Many things can happen during the interview process that have nothing to do with you, but will affect you. Maybe another candidate might have your same skills but he is in a worst position to negotiate so they extended him a lower offer than the one they would have given you and he accepted it.

What you can use as an advantage is that many technical people, either do not understand that interviewing is a skill by itself, or they don’t take those couple of hours to practice it. Or they just never even thought about it. Whichever is the reason, when you compete with them, even just because you had the patience of reading this far, puts you in a much better position.

It is now up to you to decide how much you care about getting the job you want and after how many painful attempts. You likely spent several years and tens of thousands of dollars to get qualified to get this job. But so did everyone else. Isn’t it worth increasing your chances to get it by investing a couple more hours and maybe less than one hundred bucks?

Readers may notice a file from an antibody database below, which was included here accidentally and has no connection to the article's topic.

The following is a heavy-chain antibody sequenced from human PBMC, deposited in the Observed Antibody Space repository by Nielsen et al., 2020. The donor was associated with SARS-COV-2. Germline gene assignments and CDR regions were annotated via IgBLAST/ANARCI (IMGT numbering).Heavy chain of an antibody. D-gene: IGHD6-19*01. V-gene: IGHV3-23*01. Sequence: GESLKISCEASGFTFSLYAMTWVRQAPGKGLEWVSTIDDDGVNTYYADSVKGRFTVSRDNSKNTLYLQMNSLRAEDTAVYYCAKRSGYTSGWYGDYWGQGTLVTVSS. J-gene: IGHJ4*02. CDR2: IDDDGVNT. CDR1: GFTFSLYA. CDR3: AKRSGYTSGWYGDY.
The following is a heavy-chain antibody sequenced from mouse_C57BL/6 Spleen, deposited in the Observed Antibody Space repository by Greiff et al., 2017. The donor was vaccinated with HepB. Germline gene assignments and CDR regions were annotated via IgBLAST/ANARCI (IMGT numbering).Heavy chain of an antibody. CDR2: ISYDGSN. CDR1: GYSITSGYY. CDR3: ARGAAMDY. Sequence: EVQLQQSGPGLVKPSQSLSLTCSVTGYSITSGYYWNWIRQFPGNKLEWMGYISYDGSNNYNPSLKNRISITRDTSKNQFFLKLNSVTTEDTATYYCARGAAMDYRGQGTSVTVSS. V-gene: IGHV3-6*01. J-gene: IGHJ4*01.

Now you know. Whatever you decide to do is now your choice and you now have a different lense to look at how to prepare for an interview to stand out from the majority of people who don’t.

Good luck!

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 FasterSkills and other resources you can use:

1) Learn the questions patterns

You can Google which are the most common interview questions asked and you will find articles with top 5, 10, 30, 50 questions that will give you an idea of the patterns.

You can check Glassdoor too, that gives you more specific questions types based on the actual experience of people who applied for a specific position at a specific company.

Questions Patterns and Types

2) Learn when and where to apply the frameworks

Interview Preparation Guide (Most common 5 questions)

Answers Frameworks

3) Test and rehearse your answers

Skype/Phone Coaching